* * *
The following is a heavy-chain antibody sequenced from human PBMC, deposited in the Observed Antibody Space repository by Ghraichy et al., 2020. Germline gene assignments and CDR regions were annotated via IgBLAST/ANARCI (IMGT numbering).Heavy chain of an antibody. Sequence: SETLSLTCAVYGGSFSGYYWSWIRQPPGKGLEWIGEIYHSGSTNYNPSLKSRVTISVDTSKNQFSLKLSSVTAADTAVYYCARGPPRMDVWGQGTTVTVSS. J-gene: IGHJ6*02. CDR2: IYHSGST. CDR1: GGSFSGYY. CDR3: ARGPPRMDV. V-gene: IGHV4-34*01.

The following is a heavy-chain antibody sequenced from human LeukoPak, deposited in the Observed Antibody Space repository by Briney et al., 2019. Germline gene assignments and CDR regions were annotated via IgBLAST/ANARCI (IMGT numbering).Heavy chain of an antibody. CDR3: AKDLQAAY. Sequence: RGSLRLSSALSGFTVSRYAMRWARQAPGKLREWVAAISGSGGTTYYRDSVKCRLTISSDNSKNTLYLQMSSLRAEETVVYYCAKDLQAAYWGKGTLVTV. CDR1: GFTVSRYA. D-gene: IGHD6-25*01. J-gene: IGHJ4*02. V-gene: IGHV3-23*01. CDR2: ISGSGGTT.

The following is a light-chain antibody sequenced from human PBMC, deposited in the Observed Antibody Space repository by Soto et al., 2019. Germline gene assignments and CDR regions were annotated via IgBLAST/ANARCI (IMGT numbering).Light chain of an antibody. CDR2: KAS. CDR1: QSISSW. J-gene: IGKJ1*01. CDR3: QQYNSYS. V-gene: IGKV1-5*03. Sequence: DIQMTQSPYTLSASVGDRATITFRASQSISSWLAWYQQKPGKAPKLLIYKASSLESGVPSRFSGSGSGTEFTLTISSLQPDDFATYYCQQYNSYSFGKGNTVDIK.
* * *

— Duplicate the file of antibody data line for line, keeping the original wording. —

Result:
The following is a heavy-chain antibody sequenced from human PBMC, deposited in the Observed Antibody Space repository by Ghraichy et al., 2020. Germline gene assignments and CDR regions were annotated via IgBLAST/ANARCI (IMGT numbering).Heavy chain of an antibody. Sequence: SETLSLTCAVYGGSFSGYYWSWIRQPPGKGLEWIGEIYHSGSTNYNPSLKSRVTISVDTSKNQFSLKLSSVTAADTAVYYCARGPPRMDVWGQGTTVTVSS. J-gene: IGHJ6*02. CDR2: IYHSGST. CDR1: GGSFSGYY. CDR3: ARGPPRMDV. V-gene: IGHV4-34*01.

The following is a heavy-chain antibody sequenced from human LeukoPak, deposited in the Observed Antibody Space repository by Briney et al., 2019. Germline gene assignments and CDR regions were annotated via IgBLAST/ANARCI (IMGT numbering).Heavy chain of an antibody. CDR3: AKDLQAAY. Sequence: RGSLRLSSALSGFTVSRYAMRWARQAPGKLREWVAAISGSGGTTYYRDSVKCRLTISSDNSKNTLYLQMSSLRAEETVVYYCAKDLQAAYWGKGTLVTV. CDR1: GFTVSRYA. D-gene: IGHD6-25*01. J-gene: IGHJ4*02. V-gene: IGHV3-23*01. CDR2: ISGSGGTT.

The following is a light-chain antibody sequenced from human PBMC, deposited in the Observed Antibody Space repository by Soto et al., 2019. Germline gene assignments and CDR regions were annotated via IgBLAST/ANARCI (IMGT numbering).Light chain of an antibody. CDR2: KAS. CDR1: QSISSW. J-gene: IGKJ1*01. CDR3: QQYNSYS. V-gene: IGKV1-5*03. Sequence: DIQMTQSPYTLSASVGDRATITFRASQSISSWLAWYQQKPGKAPKLLIYKASSLESGVPSRFSGSGSGTEFTLTISSLQPDDFATYYCQQYNSYSFGKGNTVDIK.